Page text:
14 MARCH 1958, Page 25

Arbiter Nugarum

SUPPOSEDLY a volume of reminiscence, this little book is in fact a series of homilies based on Mr. Harding's experience of various occupations- Occupations which include cramming students for Sandhurst, pounding a PC's beat, and a period of abortive preparation for the priesthood. On examination, these occupations turn out to have one thing in common : they all, considered in the least charitable light, involve interfering with other people, or at any rate confer the privilege of being heard with respect during the delivery of large slabs of advice. Mr. Harding has certainly got into the habit, and the years have confirmed his early confidence. But then his advice is always so sensible. How right he was about Maclean's stomach tablets! If only he would tell us the name of his tailor, his dentist-and his agent. Perhaps, Messrs. Putnam will consider bringing out a Gil- bert Harding Birthday Book with a snappy piece of advice for every day of the year. 'I always say that a man's best friend is his mother.' Shop at the Army and Nasiy.' But with all this, the plain fact remains that Mr. Harding belongs, in the end, to that great company of Englishmen who talk clear good sense in a memorable manner. On his own very trivial level., but nevertheless in the unmistakable tradition of Wellington, Melbourne, George Orwell or Bertrand Russell, Mr. Harding stands for fairness, lucidity and wit. He examines a given situation with care, rejects out of hand sentimentality or cant, and then pronounces on the matter in un- equivocal terms which are comprehensible to a child of ten. All this comes out very plainly in Master of None. It is mostly concerned with com- monplace issues; but then these are just the issues about which, since everyone feels qualified to give judgment on them, the most nonsense is habitually talked. It is therefore refreshing to hear from Mr. Harding that instead of going clammy with admiration of airline pilots we might sometimes give a word of thanks to ill-paid engine-drivers; that the guilty tips we give to sluttish waitresses are an insult to civilisation and to ourselves; and that a lot of working people emigrate, not because they want a new and more enterprising life, but because they are spoon-fed ninnies, too feeble to endure the cold breezes which blow, from time to time,.even in our Welfare State.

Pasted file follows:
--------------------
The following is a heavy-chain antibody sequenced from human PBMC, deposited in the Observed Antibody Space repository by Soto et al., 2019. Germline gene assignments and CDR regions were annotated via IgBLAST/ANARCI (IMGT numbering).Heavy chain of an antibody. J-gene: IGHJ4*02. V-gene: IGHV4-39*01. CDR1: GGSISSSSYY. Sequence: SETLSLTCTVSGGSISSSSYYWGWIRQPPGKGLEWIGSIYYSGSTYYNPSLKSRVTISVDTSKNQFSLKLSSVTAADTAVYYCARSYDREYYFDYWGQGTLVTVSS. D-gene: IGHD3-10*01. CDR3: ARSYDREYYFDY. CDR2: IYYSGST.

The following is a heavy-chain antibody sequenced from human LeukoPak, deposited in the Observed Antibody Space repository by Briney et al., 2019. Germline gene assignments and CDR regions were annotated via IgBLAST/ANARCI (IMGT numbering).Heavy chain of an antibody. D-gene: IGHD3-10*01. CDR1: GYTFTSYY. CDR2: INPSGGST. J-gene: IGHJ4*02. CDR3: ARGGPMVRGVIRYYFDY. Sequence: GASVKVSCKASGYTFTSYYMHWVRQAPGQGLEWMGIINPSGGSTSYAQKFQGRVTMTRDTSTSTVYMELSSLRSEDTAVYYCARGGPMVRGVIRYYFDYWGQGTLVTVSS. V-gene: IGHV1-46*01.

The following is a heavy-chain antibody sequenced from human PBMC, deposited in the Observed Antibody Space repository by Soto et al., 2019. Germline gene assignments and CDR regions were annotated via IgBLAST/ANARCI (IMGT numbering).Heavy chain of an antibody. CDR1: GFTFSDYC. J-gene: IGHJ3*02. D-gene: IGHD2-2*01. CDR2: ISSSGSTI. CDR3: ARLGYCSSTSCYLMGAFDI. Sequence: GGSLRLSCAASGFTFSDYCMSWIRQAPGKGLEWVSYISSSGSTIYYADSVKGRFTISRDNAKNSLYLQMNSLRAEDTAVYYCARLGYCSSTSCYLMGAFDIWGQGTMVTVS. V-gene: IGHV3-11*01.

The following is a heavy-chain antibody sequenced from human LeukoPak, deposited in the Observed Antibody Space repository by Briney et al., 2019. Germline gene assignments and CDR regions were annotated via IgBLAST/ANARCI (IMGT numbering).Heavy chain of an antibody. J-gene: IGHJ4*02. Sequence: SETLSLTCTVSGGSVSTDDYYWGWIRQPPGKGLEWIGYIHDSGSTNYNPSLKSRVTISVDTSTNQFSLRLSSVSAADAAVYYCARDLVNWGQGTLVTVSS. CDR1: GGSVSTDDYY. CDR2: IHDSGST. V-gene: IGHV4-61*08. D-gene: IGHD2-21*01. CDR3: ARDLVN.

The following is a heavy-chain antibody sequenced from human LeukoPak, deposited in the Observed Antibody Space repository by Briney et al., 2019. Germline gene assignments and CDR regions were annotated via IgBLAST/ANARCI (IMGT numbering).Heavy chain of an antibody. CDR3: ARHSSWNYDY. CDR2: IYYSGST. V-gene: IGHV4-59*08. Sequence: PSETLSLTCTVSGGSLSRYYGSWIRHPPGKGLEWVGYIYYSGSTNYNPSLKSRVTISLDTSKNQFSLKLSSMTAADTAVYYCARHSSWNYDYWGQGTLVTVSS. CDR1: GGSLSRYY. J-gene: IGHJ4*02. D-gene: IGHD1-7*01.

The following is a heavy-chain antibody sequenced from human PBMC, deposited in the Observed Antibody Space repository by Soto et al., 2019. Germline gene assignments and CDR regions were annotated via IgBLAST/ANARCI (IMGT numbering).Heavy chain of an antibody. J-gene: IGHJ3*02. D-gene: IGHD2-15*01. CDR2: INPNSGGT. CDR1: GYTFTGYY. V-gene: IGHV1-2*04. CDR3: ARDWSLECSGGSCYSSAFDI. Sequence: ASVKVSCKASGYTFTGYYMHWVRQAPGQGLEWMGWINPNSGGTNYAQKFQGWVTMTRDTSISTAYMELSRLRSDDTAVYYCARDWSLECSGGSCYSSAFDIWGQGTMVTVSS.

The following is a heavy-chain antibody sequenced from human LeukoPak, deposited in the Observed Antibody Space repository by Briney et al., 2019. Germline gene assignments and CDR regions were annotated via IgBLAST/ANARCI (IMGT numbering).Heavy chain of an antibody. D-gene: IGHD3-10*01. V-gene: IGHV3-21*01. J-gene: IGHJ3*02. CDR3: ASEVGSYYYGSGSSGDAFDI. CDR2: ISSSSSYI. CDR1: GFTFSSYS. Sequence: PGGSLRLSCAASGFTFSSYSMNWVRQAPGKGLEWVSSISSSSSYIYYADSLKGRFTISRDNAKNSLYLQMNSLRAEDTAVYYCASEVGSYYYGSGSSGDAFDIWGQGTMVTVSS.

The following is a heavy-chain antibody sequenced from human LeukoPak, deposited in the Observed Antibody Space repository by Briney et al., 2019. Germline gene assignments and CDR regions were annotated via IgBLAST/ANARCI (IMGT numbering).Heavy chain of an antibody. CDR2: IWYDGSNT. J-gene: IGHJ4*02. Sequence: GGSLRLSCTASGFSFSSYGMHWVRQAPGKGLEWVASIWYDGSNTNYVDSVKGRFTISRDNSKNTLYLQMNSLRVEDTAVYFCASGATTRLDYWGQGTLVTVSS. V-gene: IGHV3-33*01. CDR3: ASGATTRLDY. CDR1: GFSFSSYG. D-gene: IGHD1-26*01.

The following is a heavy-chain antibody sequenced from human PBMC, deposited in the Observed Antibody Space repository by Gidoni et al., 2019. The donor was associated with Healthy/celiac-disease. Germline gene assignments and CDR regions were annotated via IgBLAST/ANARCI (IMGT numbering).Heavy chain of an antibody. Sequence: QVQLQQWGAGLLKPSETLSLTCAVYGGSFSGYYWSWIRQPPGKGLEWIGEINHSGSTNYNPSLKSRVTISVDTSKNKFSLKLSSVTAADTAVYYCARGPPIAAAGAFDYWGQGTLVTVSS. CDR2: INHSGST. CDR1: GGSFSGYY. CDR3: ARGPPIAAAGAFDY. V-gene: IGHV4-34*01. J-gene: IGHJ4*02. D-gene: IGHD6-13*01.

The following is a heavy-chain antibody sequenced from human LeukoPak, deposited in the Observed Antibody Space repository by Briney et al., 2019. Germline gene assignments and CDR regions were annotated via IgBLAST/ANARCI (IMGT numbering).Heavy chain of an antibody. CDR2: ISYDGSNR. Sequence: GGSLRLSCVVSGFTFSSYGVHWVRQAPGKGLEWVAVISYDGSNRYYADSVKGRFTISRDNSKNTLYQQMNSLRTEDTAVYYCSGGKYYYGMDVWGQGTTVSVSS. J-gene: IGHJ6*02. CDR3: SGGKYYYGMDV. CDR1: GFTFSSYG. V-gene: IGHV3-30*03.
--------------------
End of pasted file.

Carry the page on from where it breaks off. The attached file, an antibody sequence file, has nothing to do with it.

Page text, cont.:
It would be pleasant to reflect that Mr. Hard- ing will be heard and understood. For Welling- ton, with his matchless good sense, is no doubt labelled as reactionary, and Lord Russell is popularly suspected of being immoral or Com- munist or both; whereas Gilbert iS on the telly and reaches boobs and illiterates everywhere. But will they listen to his message? For Gilbert Hard- ing, adept as he is, makes the splendid but fatal error common to so many intelligent men : he refuses to begin by flattering the fools he hopes to persuade.